Using a simple analogy from biology, cognitive technologies like IBM Watson act as the cognitive brain (to generate the insights) and automation serves as the muscle (that executes the action). Information about the infrastructure systems we manage using the cognitive technologies is continuously fed back into the ‘brain’ to enable further learning and produce better outcomes. The infrastructure systems infused with the cognitive capabilities begin to understand, reason and learn, thus becoming self-healing and self-optimizing. In other words, they become autonomic systems.

Our cognitive services delivery is enabled by our IBM Services Platform with Watson that is comprised of IBM’s Data Lake, Cognitive Delivery Insights engine powered by Watson, and client-centric dashboards that provide full visibility into a client’s IT environment.

We expect that increasingly autonomic behavior will emerge in the context of business services or applications, with performance or user experience goals based on security and economic value guiding the behavior of the infrastructure services. Additionally, augmenting application performance management and event management systems with pattern recognition and deep learning is a critical part of the cognitive, optimized infrastructure.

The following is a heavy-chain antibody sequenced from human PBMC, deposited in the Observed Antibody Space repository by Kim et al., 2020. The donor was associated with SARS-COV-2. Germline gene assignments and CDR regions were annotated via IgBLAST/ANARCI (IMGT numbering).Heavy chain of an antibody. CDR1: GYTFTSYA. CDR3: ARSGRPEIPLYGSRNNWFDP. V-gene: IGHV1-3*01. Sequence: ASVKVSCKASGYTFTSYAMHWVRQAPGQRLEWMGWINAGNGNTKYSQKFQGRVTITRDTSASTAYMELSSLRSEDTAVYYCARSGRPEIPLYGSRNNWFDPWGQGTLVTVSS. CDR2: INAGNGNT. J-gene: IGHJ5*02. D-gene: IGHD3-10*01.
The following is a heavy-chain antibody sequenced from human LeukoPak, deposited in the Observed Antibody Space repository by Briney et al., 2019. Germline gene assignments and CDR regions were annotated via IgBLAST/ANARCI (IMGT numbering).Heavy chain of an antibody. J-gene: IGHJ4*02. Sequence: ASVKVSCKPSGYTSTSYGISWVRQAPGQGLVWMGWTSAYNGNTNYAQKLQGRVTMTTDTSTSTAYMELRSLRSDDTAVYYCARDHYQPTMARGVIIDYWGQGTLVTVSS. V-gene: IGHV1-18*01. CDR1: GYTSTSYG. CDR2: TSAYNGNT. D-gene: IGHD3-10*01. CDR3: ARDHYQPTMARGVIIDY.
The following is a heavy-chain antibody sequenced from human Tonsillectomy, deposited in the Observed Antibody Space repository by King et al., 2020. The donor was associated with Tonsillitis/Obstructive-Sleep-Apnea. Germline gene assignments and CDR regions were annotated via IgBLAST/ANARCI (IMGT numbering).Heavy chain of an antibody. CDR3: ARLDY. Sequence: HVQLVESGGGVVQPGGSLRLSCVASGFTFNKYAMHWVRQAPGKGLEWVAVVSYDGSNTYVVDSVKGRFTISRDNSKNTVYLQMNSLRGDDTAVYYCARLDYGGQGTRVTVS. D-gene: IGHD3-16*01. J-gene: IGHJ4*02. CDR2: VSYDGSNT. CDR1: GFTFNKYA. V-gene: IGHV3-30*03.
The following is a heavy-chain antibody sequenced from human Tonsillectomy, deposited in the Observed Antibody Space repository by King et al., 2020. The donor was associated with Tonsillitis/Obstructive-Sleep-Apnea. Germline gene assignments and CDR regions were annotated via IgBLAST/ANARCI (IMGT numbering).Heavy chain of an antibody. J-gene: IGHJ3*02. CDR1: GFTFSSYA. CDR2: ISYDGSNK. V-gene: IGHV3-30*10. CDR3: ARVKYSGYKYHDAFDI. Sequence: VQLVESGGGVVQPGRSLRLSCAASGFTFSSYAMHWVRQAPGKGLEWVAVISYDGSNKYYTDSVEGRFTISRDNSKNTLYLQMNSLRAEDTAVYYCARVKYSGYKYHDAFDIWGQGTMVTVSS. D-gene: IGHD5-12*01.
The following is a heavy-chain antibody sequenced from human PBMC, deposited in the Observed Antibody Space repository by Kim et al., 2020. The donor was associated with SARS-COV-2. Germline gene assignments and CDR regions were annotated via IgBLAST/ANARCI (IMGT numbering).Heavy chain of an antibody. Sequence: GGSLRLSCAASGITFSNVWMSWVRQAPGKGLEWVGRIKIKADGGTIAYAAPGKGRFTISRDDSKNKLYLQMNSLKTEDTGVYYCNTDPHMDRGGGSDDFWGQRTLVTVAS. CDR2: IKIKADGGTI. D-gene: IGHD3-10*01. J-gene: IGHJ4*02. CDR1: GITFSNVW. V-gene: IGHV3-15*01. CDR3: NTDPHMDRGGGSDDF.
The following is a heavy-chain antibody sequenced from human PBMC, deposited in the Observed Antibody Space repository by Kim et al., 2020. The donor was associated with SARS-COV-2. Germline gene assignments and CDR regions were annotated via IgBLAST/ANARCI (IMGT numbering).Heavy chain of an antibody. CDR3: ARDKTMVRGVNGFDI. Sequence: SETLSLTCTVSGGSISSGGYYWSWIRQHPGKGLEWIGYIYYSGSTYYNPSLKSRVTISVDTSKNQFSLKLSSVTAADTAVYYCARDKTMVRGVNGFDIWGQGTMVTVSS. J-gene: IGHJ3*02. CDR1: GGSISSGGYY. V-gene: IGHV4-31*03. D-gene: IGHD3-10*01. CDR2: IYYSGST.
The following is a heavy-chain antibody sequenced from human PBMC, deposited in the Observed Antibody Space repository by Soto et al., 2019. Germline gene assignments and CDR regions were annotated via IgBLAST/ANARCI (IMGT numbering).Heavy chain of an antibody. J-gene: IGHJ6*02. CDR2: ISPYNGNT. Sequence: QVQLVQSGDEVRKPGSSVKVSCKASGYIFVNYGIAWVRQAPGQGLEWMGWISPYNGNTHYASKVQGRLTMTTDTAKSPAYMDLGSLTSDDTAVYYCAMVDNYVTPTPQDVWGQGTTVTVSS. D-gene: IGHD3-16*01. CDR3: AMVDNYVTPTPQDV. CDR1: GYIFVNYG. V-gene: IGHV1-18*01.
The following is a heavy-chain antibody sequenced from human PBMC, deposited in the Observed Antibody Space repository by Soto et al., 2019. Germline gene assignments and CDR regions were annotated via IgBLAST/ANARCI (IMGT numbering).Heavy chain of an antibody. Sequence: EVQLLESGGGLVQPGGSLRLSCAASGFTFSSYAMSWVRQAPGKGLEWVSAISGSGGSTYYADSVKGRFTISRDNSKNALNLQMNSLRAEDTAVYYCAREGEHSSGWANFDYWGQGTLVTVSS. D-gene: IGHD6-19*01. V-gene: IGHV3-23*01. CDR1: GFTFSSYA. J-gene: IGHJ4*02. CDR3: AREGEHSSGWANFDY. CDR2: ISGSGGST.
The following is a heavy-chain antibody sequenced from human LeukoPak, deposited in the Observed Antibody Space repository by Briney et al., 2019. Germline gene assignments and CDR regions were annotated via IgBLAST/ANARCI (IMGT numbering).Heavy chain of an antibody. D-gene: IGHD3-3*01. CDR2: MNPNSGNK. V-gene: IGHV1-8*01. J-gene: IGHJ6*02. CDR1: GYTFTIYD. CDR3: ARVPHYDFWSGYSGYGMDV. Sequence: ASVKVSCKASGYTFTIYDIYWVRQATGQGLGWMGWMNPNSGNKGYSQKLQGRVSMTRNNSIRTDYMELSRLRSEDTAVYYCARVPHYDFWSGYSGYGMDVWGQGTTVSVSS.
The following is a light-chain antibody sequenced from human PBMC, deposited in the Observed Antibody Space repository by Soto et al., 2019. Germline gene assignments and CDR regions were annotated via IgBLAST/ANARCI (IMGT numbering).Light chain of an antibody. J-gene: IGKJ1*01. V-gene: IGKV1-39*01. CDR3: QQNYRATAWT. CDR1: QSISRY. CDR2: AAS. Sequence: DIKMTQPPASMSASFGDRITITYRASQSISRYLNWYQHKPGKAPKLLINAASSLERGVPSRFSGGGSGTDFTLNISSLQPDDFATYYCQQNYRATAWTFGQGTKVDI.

Underlying federated ontologies will govern the interaction or the ‘glue’ among the different levels of cognitive capabilities and enable micro and macro learning mechanisms to support each other. For instance, learning that does not yet lead to automatic actions can still feed into the corpus of knowledge aiding a human expert, providing meaningful insights to help the practitioner with better decision making.

In the emerging hybrid cloud world, all of the cognitive services on the IBM Services Platform with Watson are designed, built and run with a workload perspective as the driving force. They rely on software-defined environments that surface the properties of hardware devices through software interfaces. This enables the right workload to be orchestrated and directed to run on the right cloud.